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Effects of repeated-sprints with changes of direction on youth soccer player’s performance: Impact of initial fitness level

Nakamura Fábio Y.; Sanchez-Sanchez, Javier; Ramirez-Campillo, Rodrigo; Petisco, Cristina; Gonzalo-Skok, Oliver; Rodriguez-Fernandez, Alejandro; Miñano, Javier
The Journal of Strength & Conditioning Research: Post Acceptance: September 06, 2017
doi: 10.1519/JSC.0000000000002232
Original Research: PDF Only

The aim of this study was to assess the effect of an 8-week repeated sprint with change of direction training program on repeated sprint, intermittent endurance and change of direction performance in youth soccer players with different aerobic fitness levels. Athletes were randomly assigned into a soccer-only (n=9; age, 14.9±0.4 yr) and soccer plus repeated sprint with change of direction (RS-COD) training programs for players with high (n=10; age, 14.4±0.5 yr) and low (n=10; age, 14.4±0.5 yr) aerobic fitness. RS-COD was completed two days per week, involving three sets of ten 18-m sprints with two changes of direction of 90°. The soccer-only group achieved greater improvements in intermittent endurance (ES = 0.61) and sprint decrement during RS ability test (ES = 0.77) compared to the RS-COD groups (ES = 0.19 to 0.24; ES = -0.27 to 0.02; respectively). RS-COD training improved repeated sprint (ES = 0.16 to 0.38) and change of direction (ES = 0.48) performance in high, but not in low fitness players (ES = 0.03 to 0.13; ES = 0.16; respectively). Moreover, improvements in repeated sprint and change of direction were (possibly) greater in high compared to low fitness and soccer-only trained players (possibly to very likely). In conclusion, although RS-COD training may positively affect repeated sprint and change of direction performance, its effects may vary according to the initial aerobic fitness of youth soccer players, with trivial effect on intermittent endurance in high-aerobic fitness players and possible beneficial effect on low-aerobic fitness players.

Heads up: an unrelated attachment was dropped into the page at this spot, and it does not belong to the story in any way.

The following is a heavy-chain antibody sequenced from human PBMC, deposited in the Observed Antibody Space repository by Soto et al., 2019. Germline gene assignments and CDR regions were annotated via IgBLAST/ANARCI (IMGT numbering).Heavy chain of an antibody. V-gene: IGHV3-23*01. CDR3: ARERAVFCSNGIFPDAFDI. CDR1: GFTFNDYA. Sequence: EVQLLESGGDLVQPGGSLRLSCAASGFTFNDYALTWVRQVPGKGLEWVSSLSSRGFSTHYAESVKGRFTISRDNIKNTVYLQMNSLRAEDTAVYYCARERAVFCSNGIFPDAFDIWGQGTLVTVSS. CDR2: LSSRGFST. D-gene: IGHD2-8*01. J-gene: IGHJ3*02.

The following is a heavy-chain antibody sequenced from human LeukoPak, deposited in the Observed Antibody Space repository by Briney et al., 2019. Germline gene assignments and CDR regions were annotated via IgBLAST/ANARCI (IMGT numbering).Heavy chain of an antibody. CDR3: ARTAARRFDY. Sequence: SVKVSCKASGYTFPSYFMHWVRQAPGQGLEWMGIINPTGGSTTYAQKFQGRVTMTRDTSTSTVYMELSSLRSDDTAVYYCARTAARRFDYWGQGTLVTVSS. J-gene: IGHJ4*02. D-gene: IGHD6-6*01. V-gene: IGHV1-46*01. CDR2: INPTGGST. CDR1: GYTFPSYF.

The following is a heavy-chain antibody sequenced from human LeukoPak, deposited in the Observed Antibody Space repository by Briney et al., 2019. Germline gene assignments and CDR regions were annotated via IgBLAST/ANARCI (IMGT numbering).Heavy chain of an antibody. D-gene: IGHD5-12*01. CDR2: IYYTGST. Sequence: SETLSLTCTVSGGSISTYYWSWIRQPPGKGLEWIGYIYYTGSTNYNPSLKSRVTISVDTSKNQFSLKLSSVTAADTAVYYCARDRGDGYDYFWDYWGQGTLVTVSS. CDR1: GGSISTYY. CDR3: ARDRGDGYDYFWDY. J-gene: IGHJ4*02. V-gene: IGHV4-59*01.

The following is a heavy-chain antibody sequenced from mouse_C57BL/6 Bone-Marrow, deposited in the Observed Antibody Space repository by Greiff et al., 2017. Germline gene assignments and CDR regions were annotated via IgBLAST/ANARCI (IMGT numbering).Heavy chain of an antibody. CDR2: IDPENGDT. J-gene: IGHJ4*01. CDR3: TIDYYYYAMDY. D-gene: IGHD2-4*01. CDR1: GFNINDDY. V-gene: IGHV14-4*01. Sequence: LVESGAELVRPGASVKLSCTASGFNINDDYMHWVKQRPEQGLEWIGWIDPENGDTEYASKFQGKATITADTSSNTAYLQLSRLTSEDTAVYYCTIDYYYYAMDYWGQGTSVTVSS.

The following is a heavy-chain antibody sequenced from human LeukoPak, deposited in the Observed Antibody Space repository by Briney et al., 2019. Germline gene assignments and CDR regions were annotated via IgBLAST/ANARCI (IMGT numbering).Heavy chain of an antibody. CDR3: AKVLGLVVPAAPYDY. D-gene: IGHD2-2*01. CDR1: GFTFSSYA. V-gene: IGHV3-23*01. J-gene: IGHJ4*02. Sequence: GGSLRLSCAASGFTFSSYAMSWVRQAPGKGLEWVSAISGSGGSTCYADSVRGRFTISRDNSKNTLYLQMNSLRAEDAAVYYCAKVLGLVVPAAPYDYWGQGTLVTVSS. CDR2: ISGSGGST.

Corresponding author: Fabio Y. Nakamura, PhD Department of Medicine and Aging Sciences, “G. d’Annunzio” University of Chieti-Pescara, Via dei Vestini, 31, 66100 Chieti, Italy.

The authors disclose funding received for this work from any of the following organizations: National Institutes of Health (NIH); Welcome Trust; Howard Hughes Medical Institute (HHMI); and other(s).

Copyright © 2018 by the National Strength & Conditioning Association.